People want to know who their relatives are, so an awful lot of press coverage is about whether A. deyiremida is a human ancestor or not. It’s already been claimed that Kenyanthropus platyopslooks closer to genus Homo than other hominins from around the time period. But right now we’re at a point where new discoveries seem to make it harder, not easier, to draw lines connecting ancestors and descendants.

Maybe it’s best to step back and notice some general traits of australopithecines (“southern apes”). We’ve talked a lot about bipedalism. Australopithecines are clearly bipedal, but there’s an ongoing debate over whether some or all of them might also have spent some time climbing in trees. Certainly this sounds like a good idea for getting away from predators but just how important it was is in dispute. Australopithecus teeth are telling us something too. Mostly the front teeth are reduced compared to chimpanzees and gorillas, but the back teeth are large and thick enameled, implying that australopithecines, more than African great apes, were supplementing their fruit diet with tough hard-to-chew “fallback” foods. There’s a lot of variation between species though: A. deyiremida apparently looks closer to later species than A afarensis.

Four legs good, two legs better

4.75-4.49 million years ago

There’s been a lot of hullabaloo in the last few days over claims that a jaw assigned to the 7.2 million year old Graecopithecus freygbergi represents the earliest known human relative after the hominin/chimp split. The jaw was found in Greece, which suggests that the split happened around the Mediterranean, rather than in Africa. (This doesn’t take anything way from the claim that Africa is the main center of later human evolution, up to 2 million years ago, which would have taken place when Graecopithecus’ descendants migrated to Africa).

All this needs to be taken fairly skeptically: a mandible with one tooth isn’t overwhelming evidence.

Here I cover some of what we know about the evolution of bipedalism. This is mostly in the context of Ardipithecus ramidus, but I have some suggestions at the end of the post about how the Graecopithecus find might be relevant.

ardipithecusWith Ardipithecus ramidus (4.5 million years ago) we have the strongest evidence so far that hominins have adopted bipedalism. Earlier fossils, including the earlier Ardipithecus kadabba, are too fragmentary to be very sure. Even “Ardi” was not bipedal quite the way we are. She had a somewhat diverging big toe, and arms and hands well-adapted for suspension, suggesting she was bipedal on the ground, but still spent a lot of time in trees.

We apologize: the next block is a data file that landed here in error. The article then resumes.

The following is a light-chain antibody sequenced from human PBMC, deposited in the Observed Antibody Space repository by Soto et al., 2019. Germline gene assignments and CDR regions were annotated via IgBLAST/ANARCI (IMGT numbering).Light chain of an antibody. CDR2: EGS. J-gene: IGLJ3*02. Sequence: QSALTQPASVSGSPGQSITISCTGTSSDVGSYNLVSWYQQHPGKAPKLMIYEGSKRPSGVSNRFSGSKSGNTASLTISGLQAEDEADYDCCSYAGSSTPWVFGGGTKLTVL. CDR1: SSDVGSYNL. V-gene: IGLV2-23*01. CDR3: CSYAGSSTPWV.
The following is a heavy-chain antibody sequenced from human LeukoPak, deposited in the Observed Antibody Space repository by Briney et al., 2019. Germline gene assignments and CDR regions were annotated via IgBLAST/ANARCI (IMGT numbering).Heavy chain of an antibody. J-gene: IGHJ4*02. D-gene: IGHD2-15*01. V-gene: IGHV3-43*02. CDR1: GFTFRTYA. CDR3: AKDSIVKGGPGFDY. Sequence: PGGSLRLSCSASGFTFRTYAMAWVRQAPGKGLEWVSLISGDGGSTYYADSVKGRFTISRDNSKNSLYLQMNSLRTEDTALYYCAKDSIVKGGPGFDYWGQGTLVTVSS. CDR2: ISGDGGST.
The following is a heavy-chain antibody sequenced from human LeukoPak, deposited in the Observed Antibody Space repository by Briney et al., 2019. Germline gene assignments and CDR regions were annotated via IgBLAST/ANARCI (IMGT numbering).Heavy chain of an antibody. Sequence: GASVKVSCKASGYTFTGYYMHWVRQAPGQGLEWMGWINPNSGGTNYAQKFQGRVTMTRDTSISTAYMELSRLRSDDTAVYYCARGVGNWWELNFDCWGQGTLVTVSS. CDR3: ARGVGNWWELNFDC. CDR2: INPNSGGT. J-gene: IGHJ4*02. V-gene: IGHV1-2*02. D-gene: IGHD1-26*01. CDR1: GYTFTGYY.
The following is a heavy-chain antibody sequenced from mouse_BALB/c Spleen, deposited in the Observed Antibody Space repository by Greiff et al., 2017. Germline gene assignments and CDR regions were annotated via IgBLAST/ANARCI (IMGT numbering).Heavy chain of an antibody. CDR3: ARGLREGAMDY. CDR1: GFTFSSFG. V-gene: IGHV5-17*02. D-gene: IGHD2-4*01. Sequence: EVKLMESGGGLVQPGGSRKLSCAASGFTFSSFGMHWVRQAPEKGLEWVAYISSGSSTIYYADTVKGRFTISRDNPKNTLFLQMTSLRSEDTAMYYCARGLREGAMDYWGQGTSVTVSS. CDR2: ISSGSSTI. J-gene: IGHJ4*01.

We’ve seen bipedalism before on Logarithmic History. Bipedalism allowed ancestral dinosaurs to overcome the tight coupling of locomotion and respiration that prevents sprawling lizards from breathing while they run. But human bipedalism, with no counterbalancing tail, is different. As far as we know it evolved only once in the history of life (or maybe twice if Oreopithecus was bipedal).

In part human bipedalism is related to the general primate phenomenon of having grasping hands. Both humans and macaques, for example, devote separate areas of the brain (within the somato-sensory cortex, specifically) to each finger on each hand. Brain areas for the toes, by contrast, are more smooshed together.

Human bipedalism is more specifically related to tradeoffs in locomotion in  great apes. Other great apes pay a big price for being the largest animals well-adapted for moving around under and among branches: great ape locomotion on the ground is particularly inefficient. Chimpanzees spend several times as much energy knuckle-walking on all fours as you would expect based on comparisons to similar sized quadrupedal mammals. Remarkably, chimpanzees don’t take any more energy walking on two legs than they do walking on all fours, even though they aren’t at all well-adapted to bipedalism. Humans by contrast take a little less energy to walk around than a same-size four-legged mammal, and way less than a chimp.

That said, efficiency isn’t everything. Human beings are lousy at sprinting – try outsprinting your dog, or a squirrel for that matter. Our top speed is less than half that of a chimpanzee.

So there’s a tradeoff between the efficiency advantages of bipedalism (at least compared to knuckle walking), and the loss of speed. It may be that bipedalism evolved initially in an environment where predation pressure wasn’t very intense, and the need for speed was not as great. This argument has been made for Oreopithecus, living on an island in the Mediterranean. Perhaps Graecopithecus initially enjoyed a similar isolation, and freedom from predation, associated in some way with the drying and flooding of the Mediterranean.